U.S.P.S. Issues Woodstock 50th Anniversary Stamp

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Oh, the irony! The ultimate counter-culture event of the ’60s has gotten in bed with “the man”! The U.S. Postal Service held a First Day of Issue on August 8 for a stamp celebrating the 50th anniversary of the Woodstock festival. The dedication ceremony was held at the Metropolitan Museum of Art in New York, attended by the Woodstock 1969 festival co-creators and concert producers, Joel Rosenman and Michael Lang.

“It’s an honor and an inspiration to be commemorated by the Postal Service. The USPS Woodstock Forever Stamp is an official acknowledgment of something we have felt for 50 years: Woodstock is ‘Forever,'” said Rosenman.

Lang also shared his thanks to the Postal Service “for helping to deliver Peace, Love and Music.”

News of the stamp was revealed on November 20, 2018, the same day the USPS announced that Marvin Gaye would be the newest addition to its Music Icons series. 1969’s Woodstock Music and Art Fair – known to all, simply, as Woodstock, now has a Forever stamp, in recognition of the festival’s 50th anniversary.

From the original November 20 announcement: “This stamp issuance celebrates the 50th anniversary of the Woodstock Music and Art Fair, held in the small farming community of Bethel, New York, in August 1969. It was the most famous rock festival in history and an expression of the youth counterculture of the 1960s.

“The stamp art, designed by art director Antonio Alcalá, features the image of the dove from graphic artist Arnold Skolnick’s promotional 1969 poster for the festival along with some of the poster’s words: ‘3 Days of Peace and Music.’ In the stamp art the words are stacked in the background in brilliant colors along with the year 1969, USA, and Forever (the value of the stamp). The white dove stands in the foreground.”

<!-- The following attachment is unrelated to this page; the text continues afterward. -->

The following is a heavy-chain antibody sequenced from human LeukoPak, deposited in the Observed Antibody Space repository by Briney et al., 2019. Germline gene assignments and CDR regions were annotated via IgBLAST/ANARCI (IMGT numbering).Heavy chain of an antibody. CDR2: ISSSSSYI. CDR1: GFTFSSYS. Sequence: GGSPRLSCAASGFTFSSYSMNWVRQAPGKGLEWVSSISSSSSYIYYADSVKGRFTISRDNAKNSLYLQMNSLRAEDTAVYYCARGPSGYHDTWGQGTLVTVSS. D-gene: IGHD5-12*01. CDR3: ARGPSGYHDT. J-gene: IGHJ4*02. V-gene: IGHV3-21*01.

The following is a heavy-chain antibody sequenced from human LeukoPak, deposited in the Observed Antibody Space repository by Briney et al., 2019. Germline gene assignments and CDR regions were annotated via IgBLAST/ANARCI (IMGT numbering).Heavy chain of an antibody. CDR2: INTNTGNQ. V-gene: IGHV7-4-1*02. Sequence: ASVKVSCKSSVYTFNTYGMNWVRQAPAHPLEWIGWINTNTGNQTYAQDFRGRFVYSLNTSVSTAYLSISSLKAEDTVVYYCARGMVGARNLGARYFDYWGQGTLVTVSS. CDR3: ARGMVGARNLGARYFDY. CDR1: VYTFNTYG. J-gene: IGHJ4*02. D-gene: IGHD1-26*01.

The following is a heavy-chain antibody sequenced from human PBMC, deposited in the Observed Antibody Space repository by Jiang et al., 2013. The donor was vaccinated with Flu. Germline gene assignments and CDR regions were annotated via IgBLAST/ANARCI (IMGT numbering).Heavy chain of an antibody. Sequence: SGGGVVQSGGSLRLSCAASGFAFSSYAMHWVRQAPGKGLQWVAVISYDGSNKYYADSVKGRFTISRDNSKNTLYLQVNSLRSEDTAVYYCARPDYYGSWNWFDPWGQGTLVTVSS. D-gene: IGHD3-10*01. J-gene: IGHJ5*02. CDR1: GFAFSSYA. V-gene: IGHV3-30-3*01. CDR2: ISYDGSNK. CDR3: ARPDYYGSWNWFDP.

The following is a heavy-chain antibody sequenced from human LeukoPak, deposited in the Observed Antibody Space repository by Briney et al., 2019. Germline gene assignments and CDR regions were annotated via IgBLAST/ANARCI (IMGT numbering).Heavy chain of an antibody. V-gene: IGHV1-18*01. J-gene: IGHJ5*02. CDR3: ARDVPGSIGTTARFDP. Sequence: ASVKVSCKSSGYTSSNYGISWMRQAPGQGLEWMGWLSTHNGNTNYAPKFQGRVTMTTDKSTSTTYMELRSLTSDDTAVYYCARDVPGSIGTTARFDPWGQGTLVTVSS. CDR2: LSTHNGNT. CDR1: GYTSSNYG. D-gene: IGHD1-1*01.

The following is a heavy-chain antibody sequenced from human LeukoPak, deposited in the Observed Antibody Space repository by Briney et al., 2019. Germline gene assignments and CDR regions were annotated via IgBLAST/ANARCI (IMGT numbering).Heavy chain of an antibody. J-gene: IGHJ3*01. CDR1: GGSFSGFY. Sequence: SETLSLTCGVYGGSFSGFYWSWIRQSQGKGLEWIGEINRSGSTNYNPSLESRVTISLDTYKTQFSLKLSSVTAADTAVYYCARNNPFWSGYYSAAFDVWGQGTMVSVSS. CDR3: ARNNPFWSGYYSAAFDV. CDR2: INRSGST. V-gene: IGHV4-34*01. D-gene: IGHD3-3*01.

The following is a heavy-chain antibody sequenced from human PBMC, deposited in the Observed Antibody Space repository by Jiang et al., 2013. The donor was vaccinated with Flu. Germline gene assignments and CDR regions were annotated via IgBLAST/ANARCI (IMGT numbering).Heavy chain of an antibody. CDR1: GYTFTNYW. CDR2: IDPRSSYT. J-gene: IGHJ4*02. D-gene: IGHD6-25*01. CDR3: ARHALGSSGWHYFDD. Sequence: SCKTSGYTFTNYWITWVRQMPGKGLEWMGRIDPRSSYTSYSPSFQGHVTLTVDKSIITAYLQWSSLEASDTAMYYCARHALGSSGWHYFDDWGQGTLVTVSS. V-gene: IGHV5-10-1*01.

Best Classic Bands has been celebrating the 50th anniversary of the Woodstock festival with a variety of features and interviews. Included in the series: interviews with all of the members of Jefferson Airplane and their somewhat different memories of their experience there; our feature on Joni Mitchell’s iconic song; our interview with Melanie, who was a relative unknown 22-year-old when she arrived at the festival, and left as a star; and our interview with Santana drummer, Michael Shrieve, just 20 when he had his big moment there.

Related: The Woodstock 50 debacle: No Peace. No Love. No Music

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